Coming to USB Microphones, they are becoming popular among first-time buyers and creators with a limited budget. You simply plug in the USB Cable to a port on the computer and start using the device.

With USB Microphones, all the communications are digital. The mic itself has an analog to digital converter built in while the actual microphone is either a condenser or dynamic one. Some high-end USB Condenser microphones can produce very good audio quality.

Differences Between XLR and USB


The first and important difference between XLR and USB is the type of signal they produce (or operate on). XLR works in the analog domain whereas USB is completely digital.

As a result, to use XLR devices with modern digital equipment (computers, audio, video, etc.), you need an intermediary analog to digital converter (ADC). This is not the case with USB.

Even though the sound captured by a USB Microphone is analog, its built-in ADC converts this signal to digital data to transmit to a computer.

Audio Quality

You might have heard the trash talk on XLR vs USB like “XLR is for professionals and USB is for beginners”. There is a truth to this.

The audio quality from an XLR Microphone is clear, crisp, and noise free. That is why all professional studios, podcasters, and content creators prefer XLR Mics.

Not to disregard USB Microphones, but the audio quality is inferior to XLR counterparts. We have a Blue Yeti USB Microphone that is collecting dust on a shelf. The noise it produces is unacceptable.

We cannot say the same for other USB mics but in general, XLR has a better audio quality than USB.


This one is simple. XLR Microphones use a 3-pin XLR Plug and Connector. USB can use regular USB Type-A, micro-USB, Mini USB, and even the latest USB Type-C.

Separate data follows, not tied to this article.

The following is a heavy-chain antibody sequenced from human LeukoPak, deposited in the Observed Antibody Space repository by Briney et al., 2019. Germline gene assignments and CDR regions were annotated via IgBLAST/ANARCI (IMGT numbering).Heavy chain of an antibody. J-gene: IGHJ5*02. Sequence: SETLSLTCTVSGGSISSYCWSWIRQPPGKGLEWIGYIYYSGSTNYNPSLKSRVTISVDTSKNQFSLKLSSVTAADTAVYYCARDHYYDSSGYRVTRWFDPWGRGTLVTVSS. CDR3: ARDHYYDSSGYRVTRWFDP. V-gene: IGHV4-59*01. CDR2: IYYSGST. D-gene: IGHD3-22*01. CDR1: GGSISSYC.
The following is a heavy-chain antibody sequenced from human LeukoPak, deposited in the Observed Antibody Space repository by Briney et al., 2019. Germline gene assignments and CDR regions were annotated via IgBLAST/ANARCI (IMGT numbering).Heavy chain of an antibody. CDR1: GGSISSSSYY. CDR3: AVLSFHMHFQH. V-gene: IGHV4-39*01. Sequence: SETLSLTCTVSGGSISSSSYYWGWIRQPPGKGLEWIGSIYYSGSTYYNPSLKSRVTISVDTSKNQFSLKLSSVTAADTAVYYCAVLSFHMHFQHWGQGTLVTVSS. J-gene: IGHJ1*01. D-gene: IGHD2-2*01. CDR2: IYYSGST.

One of the major factors in deciding XLR vs USB is the cost. XLR Microphones are generally priced above USB ones. This and the fact that you need an audio interface to use it makes the whole XLR setup an expensive affair.

Broadcast and Podcast mics from reputable brands such as Shure and Rode begin at $100 and go up to $300 or even more.

Even good quality USB Microphones from Logitech and HyperX are close to $100. But there are lot more decent options much less than that.

Pros and Cons


+ Popular interface. Many audio devices and equipment use this connector.

+ Obvious choice for professional and semi-professional audio recording. So, there are several options in the market.

+ High-end XLR microphones have significantly better audio quality.

+ You can plug XLR devices into other compatible devices directly.

+ The circular connector of XLR is very durable. Some even have a locking mechanism.

+ Good quality XLR Microphones are capable of producing high sampling rate audio of 96kHZ or even 192kHz.

+ Excellent option for connecting multiple microphones. One audio interface or audio mixer can take input from several mics.

+ With additional hardware, you have very good control of the audio.

– Cables, Microphones, and other XLR devices are expensive.

– You need an audio interface to connect with a computer.

– With all the wires and equipment, an XLR setup is difficult in terms of portability.


+ Plug and play. No need for any additional interfaces or mixers.